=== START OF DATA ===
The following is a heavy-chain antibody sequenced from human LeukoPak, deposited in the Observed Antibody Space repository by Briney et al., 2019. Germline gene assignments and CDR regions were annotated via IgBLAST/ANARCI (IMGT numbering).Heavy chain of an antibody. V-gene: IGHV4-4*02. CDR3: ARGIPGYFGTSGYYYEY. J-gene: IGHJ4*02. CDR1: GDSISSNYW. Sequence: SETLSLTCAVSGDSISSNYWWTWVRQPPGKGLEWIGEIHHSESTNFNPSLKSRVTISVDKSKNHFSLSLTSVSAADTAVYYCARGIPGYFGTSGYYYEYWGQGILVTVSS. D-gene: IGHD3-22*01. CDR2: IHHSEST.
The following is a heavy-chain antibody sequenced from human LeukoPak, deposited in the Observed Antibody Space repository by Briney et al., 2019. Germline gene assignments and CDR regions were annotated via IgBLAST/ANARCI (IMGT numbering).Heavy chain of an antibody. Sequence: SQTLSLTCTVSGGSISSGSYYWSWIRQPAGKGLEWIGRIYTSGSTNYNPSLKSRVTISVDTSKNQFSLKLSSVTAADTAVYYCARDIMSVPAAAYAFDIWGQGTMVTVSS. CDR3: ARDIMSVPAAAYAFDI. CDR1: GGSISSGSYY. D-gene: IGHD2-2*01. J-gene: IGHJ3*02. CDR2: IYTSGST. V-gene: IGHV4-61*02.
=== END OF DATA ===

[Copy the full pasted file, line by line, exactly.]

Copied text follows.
The following is a heavy-chain antibody sequenced from human LeukoPak, deposited in the Observed Antibody Space repository by Briney et al., 2019. Germline gene assignments and CDR regions were annotated via IgBLAST/ANARCI (IMGT numbering).Heavy chain of an antibody. V-gene: IGHV4-4*02. CDR3: ARGIPGYFGTSGYYYEY. J-gene: IGHJ4*02. CDR1: GDSISSNYW. Sequence: SETLSLTCAVSGDSISSNYWWTWVRQPPGKGLEWIGEIHHSESTNFNPSLKSRVTISVDKSKNHFSLSLTSVSAADTAVYYCARGIPGYFGTSGYYYEYWGQGILVTVSS. D-gene: IGHD3-22*01. CDR2: IHHSEST.
The following is a heavy-chain antibody sequenced from human LeukoPak, deposited in the Observed Antibody Space repository by Briney et al., 2019. Germline gene assignments and CDR regions were annotated via IgBLAST/ANARCI (IMGT numbering).Heavy chain of an antibody. Sequence: SQTLSLTCTVSGGSISSGSYYWSWIRQPAGKGLEWIGRIYTSGSTNYNPSLKSRVTISVDTSKNQFSLKLSSVTAADTAVYYCARDIMSVPAAAYAFDIWGQGTMVTVSS. CDR3: ARDIMSVPAAAYAFDI. CDR1: GGSISSGSYY. D-gene: IGHD2-2*01. J-gene: IGHJ3*02. CDR2: IYTSGST. V-gene: IGHV4-61*02.